Street Journal’s findings also revealed that it might be difficult to reclaim some of the areas back due to the level of development on them.
Apart from the gross abuse of the green areas, visits to a number of places within the Federal Capital Territory have shown that there is another side to the kind of affluence seen in areas within the Central Areas like Wuse, Maitama and Garki.
In Gosa-Toje area near Lugbe, young women and men struggle to scoop sand from a stream in the area. The scooped sand is found useful in building construction. The sand gatherers operate with head pans and after several trips of bringing wet sand from the stream, a load of sand is formed. They wait patiently for tipper owners who usually come over to buy the gathered sand. At times as much as 25 head pans of sand would go for N 1,000. A trip into Gosa village would convince anyone that indeed, poverty exists in some parts of the FCT. Some of the residents live in dilapidated huts while most of the structures there are made of mud, some have no doors and windows, yet people live in them. Toilet facilities are rare; most of the residents make use of bushes around while some defecate on refuse dumps around the village under the cover of darkness. Bathrooms are made of four sticks stuck into the ground with big polythene papers wrapped around them to provide a level of privacy.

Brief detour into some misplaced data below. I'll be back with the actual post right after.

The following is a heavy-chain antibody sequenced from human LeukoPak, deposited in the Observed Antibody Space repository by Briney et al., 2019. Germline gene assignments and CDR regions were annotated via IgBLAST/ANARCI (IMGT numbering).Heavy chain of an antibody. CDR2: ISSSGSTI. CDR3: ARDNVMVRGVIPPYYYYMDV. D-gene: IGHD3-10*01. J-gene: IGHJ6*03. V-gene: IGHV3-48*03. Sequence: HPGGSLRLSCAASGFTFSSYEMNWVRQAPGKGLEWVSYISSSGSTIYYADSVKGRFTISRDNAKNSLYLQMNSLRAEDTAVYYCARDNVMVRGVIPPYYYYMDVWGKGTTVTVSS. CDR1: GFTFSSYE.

The story in Gwako, a village in Gwagwalada Area Council is almost similar. The community cannot boast of many facilities that are common in the Central Area of Abuja. The main source of water in Gwako is a stream which people trek long distances to fetch. Incidentally, Schistosomiasis (bilharzia) is a common ailment in the community, especially among the children most of who have traces of blood in their urine. The river is not reserved for the exclusive use of the villagers as cows also pass through the stream and drink from it as well.
Though the community has a borehole, the residents disclosed that it stopped working last year and they have not been able to contribute enough money to put it back in working order.